In this week’s World in Words podcast, a BBC special on the Bible’s influence in translation.
We hear how the translated Bible has profoundly affected the English spoken by Jamaicans. Poet Kei Miller talks about how his religious upbringing and his linguistic upbringing were intertwined through the words and images of the King James Bible. For him, Jamaicans understand their lives on Earth through biblical metaphors. They make sense of “a lifetime of oppression and hardship” by thinking of themselves “as the children of Israel…living through Babylon.” Phrases like “an eye for an eye” live alongside African proverbs. When Miller, who now lives in the UK, wants to remember the rhythm of speech in Jamaica, he just cracks open his copy of the King James Bible.
To this day, the King James and other translations of the Bible are profoundly influencing languages. Today, the only languages left not to have a written version of the Bible are languages without script– oral languages. (Check out this previous podcast, and this one). Take Kalenjin, spoken in parts of Kenya and Uganda. The Bible translated into Kalenjin draws draws people who aren’t necessarily religious, or at least Christian. It has become almost like a dictionary of the language, a repository of its words and phrases. Of course, new phrases and concepts came into being with the translation, and that’s the tricky part: how much did outsiders’ translation of the Bible improve the status of the language by establishing a writing system and literacy, and how did it change the course of the language and the culture?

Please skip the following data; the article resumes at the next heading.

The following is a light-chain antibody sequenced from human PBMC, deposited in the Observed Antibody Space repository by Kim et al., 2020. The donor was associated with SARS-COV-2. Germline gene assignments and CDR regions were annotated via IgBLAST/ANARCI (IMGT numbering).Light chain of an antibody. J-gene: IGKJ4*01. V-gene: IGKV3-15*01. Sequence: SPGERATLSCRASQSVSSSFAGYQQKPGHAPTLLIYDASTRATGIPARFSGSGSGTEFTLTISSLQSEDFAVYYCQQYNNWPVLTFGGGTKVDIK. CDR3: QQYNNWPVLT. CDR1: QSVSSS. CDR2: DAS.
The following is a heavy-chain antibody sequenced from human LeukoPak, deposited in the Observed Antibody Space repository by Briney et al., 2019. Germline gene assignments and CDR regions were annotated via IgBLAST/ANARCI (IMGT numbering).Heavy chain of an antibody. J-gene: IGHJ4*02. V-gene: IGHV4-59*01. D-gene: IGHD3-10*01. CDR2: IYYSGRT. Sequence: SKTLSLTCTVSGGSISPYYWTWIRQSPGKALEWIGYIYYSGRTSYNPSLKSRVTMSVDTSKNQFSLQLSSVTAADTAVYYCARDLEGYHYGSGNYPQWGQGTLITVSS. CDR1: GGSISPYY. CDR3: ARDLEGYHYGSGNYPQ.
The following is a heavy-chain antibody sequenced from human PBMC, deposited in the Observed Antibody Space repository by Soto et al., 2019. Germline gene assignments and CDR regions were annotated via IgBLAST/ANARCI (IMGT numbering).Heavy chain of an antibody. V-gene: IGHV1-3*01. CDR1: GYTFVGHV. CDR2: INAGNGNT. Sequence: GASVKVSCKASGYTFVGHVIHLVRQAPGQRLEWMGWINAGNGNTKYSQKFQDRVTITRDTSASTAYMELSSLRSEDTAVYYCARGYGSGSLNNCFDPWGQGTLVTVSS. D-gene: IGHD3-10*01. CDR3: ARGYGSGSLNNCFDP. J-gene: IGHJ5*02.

Recent technological advances are speeding up the process of Bible translation, not without controversy. Through it all, Bible translation and linguistic research have marched hand in hand, sometimes producing unintended results. In 1977, Christian missionary Daniel Everett went to Brazil with the intention of bringing the Bible to the Pirahã people of the Amazonian basin. He didn’t manage to convert anyone– except himself. He lost his faith, and became an expert in the Pirahã language. He theorized that Pirahã has no recursion, or ability to embed phrases within sentences, as in relative clauses. This was a direct rebuke to Noam Chomsky’s theory that all languages are recursive (which is a cornerstone of the idea that all languages share a “universal grammar”). Some linguists have taken issue with Everett’s findings.
Michael Ford of the BBC’s religion program, Heart and Soul did the reporting on this documentary. I’ve since listened to several other Heart and Soul docs: on Hebrew, on Christianity in China, on communing with those who died in the Vietnam war. All excellently produced.
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